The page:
117 employees file claim vaccination violates the Nuremberg Code
The Houston Methodist Hospital System was the first US hospital to require all staff to be vaccinated against Covid-19. In April, the Houston hospital was also the first in the US to announce staff members could not return to work without a Covid vaccine. Unvaccinated employees faced termination if they did not start the vaccination series before June 7.
Houston Methodist Chief Executive Officer Dr. Marc Boom notified the staff via email of the new vaccine policy back in March. In April, the Methodist system mandated all staff to begin the vaccination series before Jun 7.
Vaccines reached the arms of 99% of the 26,000 employees, but 117 unvaccinated staff members have filed suit against Houston Methodist over the Covid-19 vaccine requirements.
ABCNews reports the lawsuit alleges that Covid-19 vaccine requirements in the hospital setting are illegal because the three US Covid-19 vaccines are FDA approved only under emergency use authorization. The complaint states the hospital violates the Nurenberg Code.
The Nurenberg Code is a set of medical ethics designed to protect human subjects voluntarily participating in clinical trials. The Nurenberg Code was created more than 70 years ago after the Nurenberg trials exposed the horrific truth of Nazi medical experimentation on Jewish prisoners at the Auschwitz concentration camp.
Although Houston Methodist was the first hospital to require vaccinations, The decision is backed up by clinical data. A CDC report showed the messenger RNA vaccines are 90 percent effective at preventing COVID-19 infections in healthcare workers and first responders.
The CDC published updated information on healthcare worker vaccine safety and efficacy in the March 29th Morbidity and Mortality Weekly Report. This update analyzed Covid-19 vaccines in a real-world setting. The findings showed the Pfizer-BioNTech and Moderna were 90 percent effective at preventing COVID-19 infections among healthcare personnel, first responders, and other essential frontline workers.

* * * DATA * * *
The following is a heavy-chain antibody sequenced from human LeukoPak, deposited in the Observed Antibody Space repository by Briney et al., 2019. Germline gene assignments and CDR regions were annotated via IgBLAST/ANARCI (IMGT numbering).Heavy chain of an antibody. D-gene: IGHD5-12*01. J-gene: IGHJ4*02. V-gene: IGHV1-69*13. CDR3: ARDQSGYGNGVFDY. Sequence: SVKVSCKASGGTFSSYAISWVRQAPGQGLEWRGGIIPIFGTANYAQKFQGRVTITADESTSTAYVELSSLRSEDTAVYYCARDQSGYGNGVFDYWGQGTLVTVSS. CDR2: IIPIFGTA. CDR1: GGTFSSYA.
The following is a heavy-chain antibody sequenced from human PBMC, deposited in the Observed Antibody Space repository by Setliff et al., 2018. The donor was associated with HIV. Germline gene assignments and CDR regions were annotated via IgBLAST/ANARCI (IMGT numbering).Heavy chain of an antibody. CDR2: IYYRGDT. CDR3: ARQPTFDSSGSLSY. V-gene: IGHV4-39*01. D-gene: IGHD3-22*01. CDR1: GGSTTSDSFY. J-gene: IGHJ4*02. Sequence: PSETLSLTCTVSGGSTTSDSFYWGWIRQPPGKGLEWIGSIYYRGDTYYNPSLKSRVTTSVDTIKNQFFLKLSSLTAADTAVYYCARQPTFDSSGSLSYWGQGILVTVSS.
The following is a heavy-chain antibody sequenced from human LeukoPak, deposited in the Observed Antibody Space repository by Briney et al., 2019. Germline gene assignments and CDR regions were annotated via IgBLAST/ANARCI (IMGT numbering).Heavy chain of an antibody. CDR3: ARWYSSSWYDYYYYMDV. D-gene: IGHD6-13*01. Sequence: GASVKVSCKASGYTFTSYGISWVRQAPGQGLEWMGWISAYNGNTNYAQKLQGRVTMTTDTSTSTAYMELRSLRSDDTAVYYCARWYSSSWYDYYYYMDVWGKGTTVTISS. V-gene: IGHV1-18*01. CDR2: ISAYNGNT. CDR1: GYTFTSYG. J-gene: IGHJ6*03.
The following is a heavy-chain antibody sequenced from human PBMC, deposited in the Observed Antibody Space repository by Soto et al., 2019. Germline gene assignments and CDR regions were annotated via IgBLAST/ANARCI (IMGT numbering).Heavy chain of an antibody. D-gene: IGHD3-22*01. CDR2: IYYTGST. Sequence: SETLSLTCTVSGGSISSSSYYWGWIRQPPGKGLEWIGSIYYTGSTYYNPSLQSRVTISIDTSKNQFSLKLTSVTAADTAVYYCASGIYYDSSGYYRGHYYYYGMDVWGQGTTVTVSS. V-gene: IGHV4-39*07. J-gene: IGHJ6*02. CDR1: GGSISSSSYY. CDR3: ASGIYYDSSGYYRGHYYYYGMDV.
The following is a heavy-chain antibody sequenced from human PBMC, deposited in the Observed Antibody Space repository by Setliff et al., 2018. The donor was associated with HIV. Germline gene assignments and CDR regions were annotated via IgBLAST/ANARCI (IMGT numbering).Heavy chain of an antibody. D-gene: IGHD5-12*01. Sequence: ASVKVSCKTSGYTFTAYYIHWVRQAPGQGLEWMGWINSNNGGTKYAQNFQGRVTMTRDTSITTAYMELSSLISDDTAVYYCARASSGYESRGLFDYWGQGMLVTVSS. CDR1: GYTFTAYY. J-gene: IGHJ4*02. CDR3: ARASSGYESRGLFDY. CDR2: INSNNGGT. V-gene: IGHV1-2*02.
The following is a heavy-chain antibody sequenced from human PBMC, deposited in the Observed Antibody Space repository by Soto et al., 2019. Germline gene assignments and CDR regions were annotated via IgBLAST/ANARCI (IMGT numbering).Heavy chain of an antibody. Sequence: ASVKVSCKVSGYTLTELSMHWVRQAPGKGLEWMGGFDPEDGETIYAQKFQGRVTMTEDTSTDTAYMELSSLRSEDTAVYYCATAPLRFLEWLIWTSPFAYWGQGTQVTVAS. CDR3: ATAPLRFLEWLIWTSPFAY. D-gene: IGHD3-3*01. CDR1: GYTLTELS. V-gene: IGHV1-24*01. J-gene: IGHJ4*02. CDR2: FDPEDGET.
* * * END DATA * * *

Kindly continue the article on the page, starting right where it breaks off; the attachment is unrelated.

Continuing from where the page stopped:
Improving the number of vaccinated workers reduces the risk of spreading the infection from health providers to patients.
Houston Methodist's staff Covid-19 vaccine requirements align with the influenza vaccine policy it implemented in 2009. Religious and medical exemptions are allowed. Pregnant women may choose to wait until after delivery to start the Covid-19 vaccine series. Of note, multiple studies now show Covid-19 vaccines in pregnancy are safe for mom and baby.
The hospital considers employee vaccinations to be a patient safety issue. Like other required hospital vaccinations, employees will not be permitted to return to work unless they are vaccinated.
Most hospitals have an employee vaccination policy to help prevent medical professionals from inadvertently spreading infectious diseases to patients. The CDC recommends vaccinations for healthcare workers. The recommendations include physicians, nurses, emergency medical personnel, dental professionals and students, medical and nursing students, laboratory technicians, pharmacists, hospital volunteers, and administrative staff.
These CDC-recommended vaccinations currently include Hepatitis B, Influenza, MMR (Measles, Mumps, and Rubella), Varicella, and Tdap (Tetanus, Diptheria, Pertussis). Most hospitals also require annual tuberculosis risk assessments.
Vaccinating healthcare workers reduces the risk of hospital-acquired infections. Vaccinations protect hospital staff from infectious disease exposure and reduce the risk of a healthcare worker transmitting an infection to a hospitalized patient.
Updated guidance from the Equal Employment Opportunity Commission indicates employers may require vaccination stating "Federal EEO laws do not prevent an employer from requiring all employees physically entering the workplace to be vaccinated for COVID-19, so long as employers comply with the reasonable accommodation provisions of the ADA and Title VII of the Civil Rights Act of 1964 and other EEO considerations."
There are three FDA-approved vaccines for Covid-19 under emergency use authorization. Full FDA approval is expected as the results of ongoing clinical trials are completed and analyzed.
The two messenger RNA vaccines from Moderna and Pfizer offer 95% protection against Covid-19. The Covid-19 vaccines from Pfizer and Moderna use messenger RNA (mRNA). A single strand of mRNA delivers instructions to human cells to produce an antibody against the SARS-CoV-2 spike protein.
The Johnson and Johnson’s Janssen vaccine offers 72% protection against infection and 86% against severe disease. The Janssen vaccine uses Adenovirus 26 (AD26) as the vector to deliver DNA material into our cells to provoke an immune response.
The Moderna and Janssen vaccines are approved for those 18 years old and up. The Pfizer vaccine is approved starting at age 16.
All three vaccines are highly effective in preventing death.